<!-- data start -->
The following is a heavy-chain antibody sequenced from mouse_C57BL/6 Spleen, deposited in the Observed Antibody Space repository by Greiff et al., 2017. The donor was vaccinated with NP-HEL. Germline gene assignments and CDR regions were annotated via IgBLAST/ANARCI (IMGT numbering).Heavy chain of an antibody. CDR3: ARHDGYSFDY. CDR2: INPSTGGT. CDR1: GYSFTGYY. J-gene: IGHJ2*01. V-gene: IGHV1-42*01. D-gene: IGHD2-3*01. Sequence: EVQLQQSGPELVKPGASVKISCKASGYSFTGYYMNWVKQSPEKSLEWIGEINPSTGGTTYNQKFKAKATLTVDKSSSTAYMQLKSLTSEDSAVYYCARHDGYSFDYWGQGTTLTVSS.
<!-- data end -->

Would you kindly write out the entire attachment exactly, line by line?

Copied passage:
The following is a heavy-chain antibody sequenced from mouse_C57BL/6 Spleen, deposited in the Observed Antibody Space repository by Greiff et al., 2017. The donor was vaccinated with NP-HEL. Germline gene assignments and CDR regions were annotated via IgBLAST/ANARCI (IMGT numbering).Heavy chain of an antibody. CDR3: ARHDGYSFDY. CDR2: INPSTGGT. CDR1: GYSFTGYY. J-gene: IGHJ2*01. V-gene: IGHV1-42*01. D-gene: IGHD2-3*01. Sequence: EVQLQQSGPELVKPGASVKISCKASGYSFTGYYMNWVKQSPEKSLEWIGEINPSTGGTTYNQKFKAKATLTVDKSSSTAYMQLKSLTSEDSAVYYCARHDGYSFDYWGQGTTLTVSS.